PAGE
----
The controversial view of former All Blacks winger John Kirwan regarding last Saturday’s Bledisloe Cup sendings-off and his desire to have red cards removed from rugby unsurprisingly sparked a veritable storm online. His comments came following the match in Brisbane where Ofa Tu’ungafasi and Wallaby Lachlan Swinton were shown first-half red cards by referee Nic Berry for tackles to the head. 


Kirwan, the 1987 World Cup-winning All Blacks star, discussed the incidents up when appearing on the latest episode of The Breakdown, the weekly Sky Sport NZ TV rugby programme.    

The former Italy coach said that “our game does not need red cards” as “people have paid good money to watch a game of rugby with 15-a-side”. He suggested players should be replaced instead or put on report. 

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The latest episode of The Breakdown reviews Bledisloe IV

However, Kirwan’s opinion was dismissed as being “out of touch” and “archaic” by many people online. 

Former Canada international Cameron Pierce, who was forced to retire in 2016 from severe post-concussion syndrome, told Kirwan to “get with the times”. Meanwhile, ex-England international Ugo Monye labelled the comments “unhelpful and irresponsible”. 

The area where so many disagreed with Kirwan was that player welfare must surely take precedence over the entertainment value of a match – and what was ironic about this most recent match was that the two red cards ensured the game as a spectacle did not actually suffer, with Australia eventually winning by just two points.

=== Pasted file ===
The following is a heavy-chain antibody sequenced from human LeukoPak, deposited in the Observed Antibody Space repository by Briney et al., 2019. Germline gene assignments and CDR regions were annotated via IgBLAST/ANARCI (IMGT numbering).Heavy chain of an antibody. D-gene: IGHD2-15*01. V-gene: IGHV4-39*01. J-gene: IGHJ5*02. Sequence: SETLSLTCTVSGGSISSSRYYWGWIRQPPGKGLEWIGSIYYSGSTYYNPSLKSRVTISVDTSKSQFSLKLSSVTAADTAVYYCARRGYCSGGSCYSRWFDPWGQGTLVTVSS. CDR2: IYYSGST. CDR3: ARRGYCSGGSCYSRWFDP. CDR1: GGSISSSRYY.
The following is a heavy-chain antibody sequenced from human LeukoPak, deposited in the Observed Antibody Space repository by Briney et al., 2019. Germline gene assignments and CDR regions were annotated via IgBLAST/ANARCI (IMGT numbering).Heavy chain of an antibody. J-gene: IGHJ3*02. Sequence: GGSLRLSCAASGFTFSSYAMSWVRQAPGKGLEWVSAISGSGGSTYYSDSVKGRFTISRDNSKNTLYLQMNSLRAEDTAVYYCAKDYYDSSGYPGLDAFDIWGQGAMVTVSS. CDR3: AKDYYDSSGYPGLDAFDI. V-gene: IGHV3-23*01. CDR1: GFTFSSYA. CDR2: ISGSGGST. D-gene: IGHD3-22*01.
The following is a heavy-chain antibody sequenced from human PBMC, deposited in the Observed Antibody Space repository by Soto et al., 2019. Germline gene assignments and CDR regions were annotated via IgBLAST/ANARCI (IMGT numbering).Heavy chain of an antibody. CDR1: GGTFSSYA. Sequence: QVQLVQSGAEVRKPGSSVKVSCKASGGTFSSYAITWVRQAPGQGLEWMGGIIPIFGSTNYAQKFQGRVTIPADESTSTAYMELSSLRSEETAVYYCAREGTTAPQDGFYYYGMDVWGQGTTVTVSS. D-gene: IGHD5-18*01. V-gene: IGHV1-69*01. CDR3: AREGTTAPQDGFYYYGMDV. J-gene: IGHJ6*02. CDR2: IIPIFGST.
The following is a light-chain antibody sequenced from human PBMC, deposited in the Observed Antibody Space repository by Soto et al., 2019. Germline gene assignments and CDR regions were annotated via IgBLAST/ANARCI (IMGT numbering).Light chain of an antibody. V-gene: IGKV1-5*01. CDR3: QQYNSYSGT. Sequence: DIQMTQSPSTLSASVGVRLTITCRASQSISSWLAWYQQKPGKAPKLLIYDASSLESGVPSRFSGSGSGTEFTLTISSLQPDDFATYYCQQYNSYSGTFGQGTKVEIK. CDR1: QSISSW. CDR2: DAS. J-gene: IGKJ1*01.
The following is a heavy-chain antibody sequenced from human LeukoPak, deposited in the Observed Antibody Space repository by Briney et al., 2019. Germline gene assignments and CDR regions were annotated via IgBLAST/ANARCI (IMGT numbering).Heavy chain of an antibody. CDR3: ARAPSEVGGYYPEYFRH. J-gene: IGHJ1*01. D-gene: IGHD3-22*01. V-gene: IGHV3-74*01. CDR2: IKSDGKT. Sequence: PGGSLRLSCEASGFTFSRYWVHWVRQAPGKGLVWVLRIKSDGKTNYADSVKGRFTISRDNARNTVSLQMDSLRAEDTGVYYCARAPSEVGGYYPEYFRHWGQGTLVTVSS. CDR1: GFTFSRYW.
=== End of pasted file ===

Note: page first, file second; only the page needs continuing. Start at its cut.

Furthermore, while most people would agree that there is rarely any malicious intent from players when tackling, a red card is there as a deterrent. However, some people were also in agreement with Kirwan, feeling that a red card was no longer working as a deterrent. 

These tackles are certainly dangerous, but the point Kirwan made was that there were alternatives to red cards as this punishment was not stopping players from doing these type of offences, particularly as the majority of them are mistakes, albeit reckless.  

Both Super Rugby Aotearoa and AU experimented with law variations this year around the red card where the offending player was removed from the game but the team were allowed to replace them after 20 minutes to prevent games becoming too one-sided. 

The counter to this experiment – and to Kirwan’s stance – has always been that this may see a rise in key players being targeted early on in games, with the side committing the act of foul play knowing they do not risk being down to 14 men for the rest of the game. 

That is only conjecture and did not prove to be the case in either competition in Australia or New Zealand. Only one red card was brandished on either side of the Tasman, which was for two yellow cards. 

In all sports, there is never complete agreement among players, pundits and fans, but the framework around the rugby union red card is constantly being adjusted and there will no doubt be more change to come. Tu’ungafasi received a three-week ban this week for his tackle, while Swinton was given four. 


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